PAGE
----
Monday Column by Emmanuel Yawe
email@example.com | 08024565402
I had a memorable and sad encounter with General Victor Leo Malu sometime in 1995. He was then the General Officer Commanding of the 7th Mechanised Brigade in Enugu.
General Sani Abacha’s government had initiated a process of state creation in Nigeria at the time and as the Secretary of the Movement for creation of Katsina Ala State out of Benue and Taraba, I followed Hon Atoza Ihindan, the chairman of the movement to his office to solicit for his support. He was a member of the highest organ of the ruling military junta led by Sani Abacha which was going to take a final decision on the state creation exercise.
I always felt confident when I followed my chairman on such missions. As a newspaperman for these forty odd years, I have met almost all politicians of consequence in this country. I will rate the great Zik of Africa, Dr Nnamdi Azikiwe as the greatest orator I have ever met. Next to him will be Hon Atoza Ihindan who was unfortunately assassinated at his home in Katsina Ala Benue state in 2015.
As we were ushered into Gen Malu’s office that day, I knew my chairman was going to activate his magic wand and get the general to support our cause. Sadly, I was proved wrong. Our case for a Katsina Ala State was supported by facts of history. All through the structuring and restructuring of Nigeria since colonial times, what was known as ‘Wukari Federation’ was part of Benue. First, it was in Benue Province, then Benue Plateau State.
In the States creation exercise of 1976, the military government of General Murtala Mohammed removed Wukari Federation from Benue and merged it with Muri, Adamawa and Sardauna Provinces to form Gongola State. They took Nasarawa and Lafia away from Benue where they had always belonged and merged them with Plateau Province to form Plateau State. They then brought the Igala that had never been with Benue in history from Kwara and merged them with some Tiv and Idoma Local Governments to form a new Benue.
Explaining the rational for this strange state creation exercise, the government said that it was meant to separate the Tiv from the Jukun. Of course we also remember that in the national broadcast announcing the exercise, Murtala Mohammed in his usual thundering style warned that his government would not tolerate any “emotional outbursts or provocative demonstrations either for or against the creation of the new states”.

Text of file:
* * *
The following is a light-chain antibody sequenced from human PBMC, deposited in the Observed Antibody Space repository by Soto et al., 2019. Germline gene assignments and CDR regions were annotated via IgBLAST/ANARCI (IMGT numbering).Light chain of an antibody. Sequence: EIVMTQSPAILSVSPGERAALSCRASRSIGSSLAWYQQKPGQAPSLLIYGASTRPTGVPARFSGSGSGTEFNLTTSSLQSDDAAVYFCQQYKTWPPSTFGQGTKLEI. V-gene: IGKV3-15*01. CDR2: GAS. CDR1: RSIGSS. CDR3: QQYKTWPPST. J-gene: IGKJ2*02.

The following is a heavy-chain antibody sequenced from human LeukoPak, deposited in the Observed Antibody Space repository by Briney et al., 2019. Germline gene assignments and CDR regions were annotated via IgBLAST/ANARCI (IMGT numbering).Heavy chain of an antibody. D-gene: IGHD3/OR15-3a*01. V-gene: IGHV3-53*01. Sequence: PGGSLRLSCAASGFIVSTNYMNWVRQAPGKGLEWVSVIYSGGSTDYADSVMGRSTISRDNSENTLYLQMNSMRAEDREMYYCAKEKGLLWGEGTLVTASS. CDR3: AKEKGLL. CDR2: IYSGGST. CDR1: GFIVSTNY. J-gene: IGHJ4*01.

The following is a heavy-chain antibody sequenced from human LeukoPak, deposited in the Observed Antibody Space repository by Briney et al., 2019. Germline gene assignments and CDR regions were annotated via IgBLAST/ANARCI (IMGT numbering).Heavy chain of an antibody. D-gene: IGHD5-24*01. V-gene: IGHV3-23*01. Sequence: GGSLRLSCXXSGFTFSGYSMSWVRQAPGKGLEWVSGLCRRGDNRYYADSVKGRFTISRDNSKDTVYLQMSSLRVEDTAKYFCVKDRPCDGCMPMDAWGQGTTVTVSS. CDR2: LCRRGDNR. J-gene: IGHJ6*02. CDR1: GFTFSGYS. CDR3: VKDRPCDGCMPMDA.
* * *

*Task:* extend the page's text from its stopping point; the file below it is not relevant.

Soon after this speech, Murtala was assassinated and the “emotional outbursts and provocative demonstrations” he warned against erupted in Wukari. Relying on the governments stated rationale of taking Wukari away from Benue to Gongola, Local Government officials and traditional rulers in Wukari started evicting Tiv indigenes of the area with brutal force and telling them to go to Benue where they now had their state. That was the origin of Tiv Jukun crisis that has refused to go away up till date.
When the brutalized Tiv indigenes of Wukari took their case to Gen Obasanjo who was the then Head of State, he ordered Col Mohammadu Jega, the Military Governor of Gongola State to make sure the attacked Tiv people returned to their homes and were paid compensation. From that date, the Tiv who had always lived peacefully with the Jukun in pre-colonial times and under the same administrative umbrella under colonial and post- colonial era suddenly became implacable enemies. There were persistent attacks and counter attacks as a game of tit for tat persisted. Finally in 1990, there was an outright break of war between the Tiv and the Jukun. The war was prolonged and very brutal and the army had to intervene in 1992 to restore peace.